Stage three of Boris Johnson's roadmap out of lockdown will go ahead today despite concerns over the Indian variant of Covid-19.

The Prime Minister led a Downing Street press conference on Friday evening alongside England's chief medical officer professor Chris Whitty.

Boris Johnson said that if the Indian variant proves to be “significantly more transmissible” than other strains and that “we’re likely to face some hard choices”.

He warned that the Indian coronavirus variant could “pose a serious disruption” to plans to ease restrictions and “could make it more difficult” to end them as hoped in June.

He told the Downing Street press conference: “I do not believe that we need, on the present evidence, to delay our road map and we will proceed with our plan to move to step three in England from Monday.

“But I have to level with you that this new variant could pose a serious disruption to our progress and could make it more difficult to move to step four in June.”

Boris Johnson has urged people to “think twice” ahead of travelling to areas with higher incidences of the Indian variant and staying with family and friends within those areas.

He said: “I would urge people just to think twice about that.

“We want people in those areas to recognise that there is extra risk, an extra threat of disruption to progress caused by this new variant and just to exercise their discretion and judgment in a way I’m sure that they have been throughout this pandemic.”

Despite concerns we will see further sectors of the economy allowed to reopen today, as well as the possible resumption of international travel.

Here’s everything you need to know about the upcoming changes across the UK.

What will change in England from 17 May?

The UK Government has confirmed that Step 3 of the lockdown roadmap in England will take place no earlier than 17 May, following a further review of the data and four key tests.

Providing it is safe to go ahead with the next stage as planned, all of the most high-risk sectors will be allowed to reopen, with Covid-secure guidance in place.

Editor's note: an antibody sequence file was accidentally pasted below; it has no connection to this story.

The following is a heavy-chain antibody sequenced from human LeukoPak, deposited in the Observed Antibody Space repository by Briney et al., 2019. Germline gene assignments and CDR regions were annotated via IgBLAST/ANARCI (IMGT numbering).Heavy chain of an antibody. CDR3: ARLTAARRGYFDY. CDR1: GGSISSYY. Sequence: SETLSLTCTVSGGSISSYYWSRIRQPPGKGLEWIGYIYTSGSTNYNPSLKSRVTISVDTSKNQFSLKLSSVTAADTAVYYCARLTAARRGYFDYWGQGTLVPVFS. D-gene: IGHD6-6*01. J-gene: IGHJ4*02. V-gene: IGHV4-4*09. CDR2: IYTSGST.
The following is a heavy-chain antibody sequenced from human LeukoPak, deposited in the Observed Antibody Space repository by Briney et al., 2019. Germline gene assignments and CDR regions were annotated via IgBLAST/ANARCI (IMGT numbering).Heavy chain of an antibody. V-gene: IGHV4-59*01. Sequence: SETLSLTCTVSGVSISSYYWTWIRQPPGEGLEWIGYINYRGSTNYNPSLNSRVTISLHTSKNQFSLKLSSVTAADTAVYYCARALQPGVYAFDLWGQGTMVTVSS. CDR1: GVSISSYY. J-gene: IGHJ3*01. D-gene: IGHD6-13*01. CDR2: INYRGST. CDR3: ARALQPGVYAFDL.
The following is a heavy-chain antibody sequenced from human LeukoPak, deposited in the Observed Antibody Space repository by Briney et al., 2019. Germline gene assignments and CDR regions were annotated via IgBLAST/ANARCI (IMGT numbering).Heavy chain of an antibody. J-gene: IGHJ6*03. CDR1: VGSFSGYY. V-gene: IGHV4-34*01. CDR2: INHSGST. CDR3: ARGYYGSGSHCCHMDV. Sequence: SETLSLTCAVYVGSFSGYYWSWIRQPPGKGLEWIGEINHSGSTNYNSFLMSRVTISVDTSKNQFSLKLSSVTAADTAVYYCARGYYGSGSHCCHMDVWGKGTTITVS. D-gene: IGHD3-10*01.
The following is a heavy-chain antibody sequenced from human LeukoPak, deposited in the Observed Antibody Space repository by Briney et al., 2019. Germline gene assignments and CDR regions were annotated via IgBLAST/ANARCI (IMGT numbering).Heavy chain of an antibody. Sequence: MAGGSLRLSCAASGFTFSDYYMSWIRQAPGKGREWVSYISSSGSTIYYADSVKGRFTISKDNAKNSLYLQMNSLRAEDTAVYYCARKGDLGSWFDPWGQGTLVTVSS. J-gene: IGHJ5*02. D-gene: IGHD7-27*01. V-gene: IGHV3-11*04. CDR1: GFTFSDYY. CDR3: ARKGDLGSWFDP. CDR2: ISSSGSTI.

This will include the reopening of:

  • indoor hospitality, with no requirement for a substantial meal to be served alongside alcoholic drinks, and no curfew. The requirement to order, eat and drink while seated (‘table service’) will remain
  • remaining outdoor entertainment, such as outdoor theatres and cinemas
  • indoor entertainment, such as museums, cinemas and children’s play areas
  • remaining accommodation, such as hotels, hostels and B&Bs
  • adult indoor group sports and exercise classes
  • some large events, including conferences, theatre and concert performances and sports events. Controlled indoor events of up to 1,000 people, or 50 per cent of a venue’s capacity (whichever is lower) will be allowed, as will outdoor events with a capacity of either 4,000 or 50 per cent capacity. The Government will also make a special provision for large, outdoor, seated venues where crowds can be safely distributed, allowing up to 10,000 people or 25 per cent of total seated capacity.
  • international travel, subject to review

Weddings, receptions, funerals, and commemorative events, including wakes, can also go ahead from this date with up to 30 attendees.

A broader range of stand-alone life events will also be permitted, including bar mitzvahs and christenings.

Most legal restrictions on meeting others outdoors will be lifted, but gatherings of more than 30 people outdoors will remain illegal.

Indoors, people will be able to meet socially in a group of 6, or with one other household. The Government has said it may be possible to go further than this at this stage, but it will depend on the data.